Journal of ISSN: 2373-6410JNSK

Neurology & Stroke
Research Article
Volume 1 Issue 3 - 2014
Cognitive Impairment in Type 2 Diabetic Patients Treated with Metformin in Comparison with those Taking Glibenclamide
Mohammad Saadatnia1,2*, Mansour Siavash3, Kiandokht Keyhanian1,4,6, Adel Hamid5, Arash Amini5 and Vahid Davoudi1,4,7
1Isfahan Neurosciences Research Center, Isfahan University of Medical Sciences, Iran
2Isfahan Medical Education Research Center, Isfahan University of Medical Sciences, Iran
3Isfahan Endocrine & Metabolism Research Center, Isfahan University of Medical Sciences, Iran
4Isfahan Physiology Research Center, Isfahan University of Medical Sciences, Iran
5Isfahan University of Medical Sciences, Iran
6Isfahan Medical Students Committee, Isfahan University of Medical Sciences, Iran
7Sina Trauma and Surgery Research Center, Tehran University of Medical Sciences, Iran
Received: July 18, 2014 | Published: July 31, 2014
*Corresponding author: Mohammad Saadatnia, Isfahan Neurosciences Research Center, Isfahan Medical Education Research Center, Isfahan University of Medical Sciences, Azzahra Hospital, Isfahan-8158695954, Iran, Tel: 00989131147179; Email: @
Citation: Saadatnia M, Siavash M, Keyhanian K, Hamid A, Amini A, et al. (2014) Cognitive Impairment in Type 2 Diabetic Patients Treated with Metformin in Comparison with those Taking Glibenclamide. J Neurol Stroke 1(3): 00019. DOI: 10.15406/jnsk.2014.01.00019

Abstract

Introduction: Metformin and sulfonylureas are different in their mechanism of action whether they manipulate insulin levels for diabetes treatment. We compared the cognitive impairment among type II diabetic patients treated with metformin or glibenclamide (from sulfonylureas group).
Method: Within a randomized cross-sectional study, 314 subjects were recruited from Isfahan Endocrine and Metabolism Research Center, consisting of 4 groups. Group 1 was treated exclusively by metformin and Group 2 with glibenclamide, Group 3 was patients treated by diet and Group 4 was healthy individuals. Cognitive function was estimated among patients with Mini Mental State Examination (MMSE).
Results: In diabetic groups mean MMS was significantly lower than healthy individuals (27.46±0.197 vs. 28.31±2.24, P-value=0.000). No difference was observed among diabetic groups. (Group1: 27.44±0.415, Group2: 27.61±0.405, Group3: 27.34±0.403, P- value=0.899).
Conclusion: All three groups of diabetic patients were similar statistically in cognitive function evaluated by MMS, which means metformin and glibenclamide regardless of their mechanism of action may not differs the patient’s vulnerability to cognitive problems.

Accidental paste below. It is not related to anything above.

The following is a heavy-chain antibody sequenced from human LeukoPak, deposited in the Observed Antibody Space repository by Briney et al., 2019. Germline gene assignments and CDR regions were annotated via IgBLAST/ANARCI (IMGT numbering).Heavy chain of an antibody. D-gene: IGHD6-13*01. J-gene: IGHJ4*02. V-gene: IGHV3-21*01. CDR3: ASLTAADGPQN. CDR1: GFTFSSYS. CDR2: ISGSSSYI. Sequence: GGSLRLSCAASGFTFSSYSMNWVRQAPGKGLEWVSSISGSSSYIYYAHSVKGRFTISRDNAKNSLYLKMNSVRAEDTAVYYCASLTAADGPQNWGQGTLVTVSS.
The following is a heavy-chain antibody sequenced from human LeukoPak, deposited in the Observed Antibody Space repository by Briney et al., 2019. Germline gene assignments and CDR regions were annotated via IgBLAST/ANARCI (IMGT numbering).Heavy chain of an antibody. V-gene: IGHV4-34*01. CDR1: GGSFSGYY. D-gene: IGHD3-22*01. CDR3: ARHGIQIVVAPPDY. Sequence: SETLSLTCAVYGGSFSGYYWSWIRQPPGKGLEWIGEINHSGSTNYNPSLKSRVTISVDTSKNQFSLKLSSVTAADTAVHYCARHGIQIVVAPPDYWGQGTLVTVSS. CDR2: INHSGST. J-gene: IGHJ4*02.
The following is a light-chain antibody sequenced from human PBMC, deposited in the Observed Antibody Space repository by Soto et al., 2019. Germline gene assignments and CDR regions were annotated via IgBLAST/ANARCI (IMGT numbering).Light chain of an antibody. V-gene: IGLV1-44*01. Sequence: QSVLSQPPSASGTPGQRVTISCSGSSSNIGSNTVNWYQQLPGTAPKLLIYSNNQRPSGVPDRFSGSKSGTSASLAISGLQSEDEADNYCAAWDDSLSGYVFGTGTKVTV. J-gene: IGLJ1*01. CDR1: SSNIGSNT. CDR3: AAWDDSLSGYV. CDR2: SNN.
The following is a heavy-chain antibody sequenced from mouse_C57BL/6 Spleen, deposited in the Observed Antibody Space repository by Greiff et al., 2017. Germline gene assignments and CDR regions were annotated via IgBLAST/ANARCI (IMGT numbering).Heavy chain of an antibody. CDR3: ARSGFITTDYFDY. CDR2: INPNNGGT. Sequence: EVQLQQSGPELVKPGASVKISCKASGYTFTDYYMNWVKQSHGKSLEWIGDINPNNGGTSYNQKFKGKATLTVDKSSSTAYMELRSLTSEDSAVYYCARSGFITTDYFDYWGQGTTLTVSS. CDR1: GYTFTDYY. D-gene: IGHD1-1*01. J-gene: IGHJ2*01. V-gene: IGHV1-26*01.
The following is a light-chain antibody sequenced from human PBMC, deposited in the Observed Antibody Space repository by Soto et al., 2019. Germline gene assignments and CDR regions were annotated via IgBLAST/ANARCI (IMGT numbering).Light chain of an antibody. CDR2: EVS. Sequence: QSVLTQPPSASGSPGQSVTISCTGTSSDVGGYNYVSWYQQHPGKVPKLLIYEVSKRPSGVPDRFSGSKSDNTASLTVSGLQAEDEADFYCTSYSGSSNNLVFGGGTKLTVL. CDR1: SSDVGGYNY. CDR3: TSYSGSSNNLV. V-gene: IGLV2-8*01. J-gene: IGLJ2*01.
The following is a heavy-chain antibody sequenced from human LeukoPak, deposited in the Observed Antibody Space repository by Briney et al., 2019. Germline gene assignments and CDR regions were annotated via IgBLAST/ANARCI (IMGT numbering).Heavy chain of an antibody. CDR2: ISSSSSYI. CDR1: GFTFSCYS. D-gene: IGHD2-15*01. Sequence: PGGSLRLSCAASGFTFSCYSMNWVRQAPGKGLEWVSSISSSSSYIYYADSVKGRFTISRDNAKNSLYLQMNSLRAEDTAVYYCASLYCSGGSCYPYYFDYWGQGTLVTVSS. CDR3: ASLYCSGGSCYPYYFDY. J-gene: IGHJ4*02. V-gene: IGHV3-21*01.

Keywords: Dementia; Diabetes; Glibenclamide; Metformin; Mini Mental State Examination (MMSE); Sulfunylurea

Abbreviations

AD: Alzheimer’s Disease; DM: Diabetes Mellitus; MMSE: Mini Mental State Examination; IEMRC: Isfahan Endocrine and Metabolism Research Center

Introduction

Poor cognitive function is reported to be associated with Type 2 diabetes, although the etiology of this phenomenon is still unclear [1-3]. Comparing with non-diabetic individuals, the incidence of dementia in diabetic patients has increased about 50-100%, in both Alzheimer disease (AD) and vascular dementia [4]. There are still debates whether cognitive impairment is a consequence of high blood glucose level or is due to diabetes induced hyperinsulinemia. However, hyperinsulinemia has attracted more attention for playing an essential role in diabetes effects on cognition [5-8]. To conquer receptor insensitivity, during diabetes induced insulin resistance, hyperinsulinemia is provoked as a compensatory adjustment [9,10]. Neurotoxic effects of hyperinsulinemia could be responsible for further cognitive impairment during diabetes. High amounts of insulin may threat survival of neurons in culture as well as sensitizing them to toxins and stress related damages [11]. On the other hand, insulin-degrading enzyme acts as a linkage between hyperinsulinemia and AD by degrading insulin, along with amyloid-beta peptide (Abeta). Abeta is a short peptide found predominantly in the brain affected by AD. When there is hyperinsulinemia, through this competition, Abeta may rise in the brain and cause AD [12,13].